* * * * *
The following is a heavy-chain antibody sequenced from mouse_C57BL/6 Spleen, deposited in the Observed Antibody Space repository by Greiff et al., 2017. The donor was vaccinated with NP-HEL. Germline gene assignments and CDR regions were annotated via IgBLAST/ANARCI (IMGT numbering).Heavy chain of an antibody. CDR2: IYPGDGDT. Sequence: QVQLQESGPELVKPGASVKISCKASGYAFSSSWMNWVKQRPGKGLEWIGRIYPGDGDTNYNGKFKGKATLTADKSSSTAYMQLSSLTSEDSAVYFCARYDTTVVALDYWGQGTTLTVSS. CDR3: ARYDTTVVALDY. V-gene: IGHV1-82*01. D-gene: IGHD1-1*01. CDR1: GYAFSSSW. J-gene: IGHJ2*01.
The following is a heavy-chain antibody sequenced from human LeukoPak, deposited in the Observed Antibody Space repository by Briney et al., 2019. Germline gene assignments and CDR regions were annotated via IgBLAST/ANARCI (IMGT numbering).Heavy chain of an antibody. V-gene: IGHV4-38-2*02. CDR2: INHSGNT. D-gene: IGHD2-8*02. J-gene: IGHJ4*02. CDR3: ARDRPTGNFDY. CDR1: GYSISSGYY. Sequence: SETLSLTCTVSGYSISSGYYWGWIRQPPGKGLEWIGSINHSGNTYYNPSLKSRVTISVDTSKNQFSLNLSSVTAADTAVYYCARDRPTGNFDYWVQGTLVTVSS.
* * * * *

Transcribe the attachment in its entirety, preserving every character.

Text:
The following is a heavy-chain antibody sequenced from mouse_C57BL/6 Spleen, deposited in the Observed Antibody Space repository by Greiff et al., 2017. The donor was vaccinated with NP-HEL. Germline gene assignments and CDR regions were annotated via IgBLAST/ANARCI (IMGT numbering).Heavy chain of an antibody. CDR2: IYPGDGDT. Sequence: QVQLQESGPELVKPGASVKISCKASGYAFSSSWMNWVKQRPGKGLEWIGRIYPGDGDTNYNGKFKGKATLTADKSSSTAYMQLSSLTSEDSAVYFCARYDTTVVALDYWGQGTTLTVSS. CDR3: ARYDTTVVALDY. V-gene: IGHV1-82*01. D-gene: IGHD1-1*01. CDR1: GYAFSSSW. J-gene: IGHJ2*01.
The following is a heavy-chain antibody sequenced from human LeukoPak, deposited in the Observed Antibody Space repository by Briney et al., 2019. Germline gene assignments and CDR regions were annotated via IgBLAST/ANARCI (IMGT numbering).Heavy chain of an antibody. V-gene: IGHV4-38-2*02. CDR2: INHSGNT. D-gene: IGHD2-8*02. J-gene: IGHJ4*02. CDR3: ARDRPTGNFDY. CDR1: GYSISSGYY. Sequence: SETLSLTCTVSGYSISSGYYWGWIRQPPGKGLEWIGSINHSGNTYYNPSLKSRVTISVDTSKNQFSLNLSSVTAADTAVYYCARDRPTGNFDYWVQGTLVTVSS.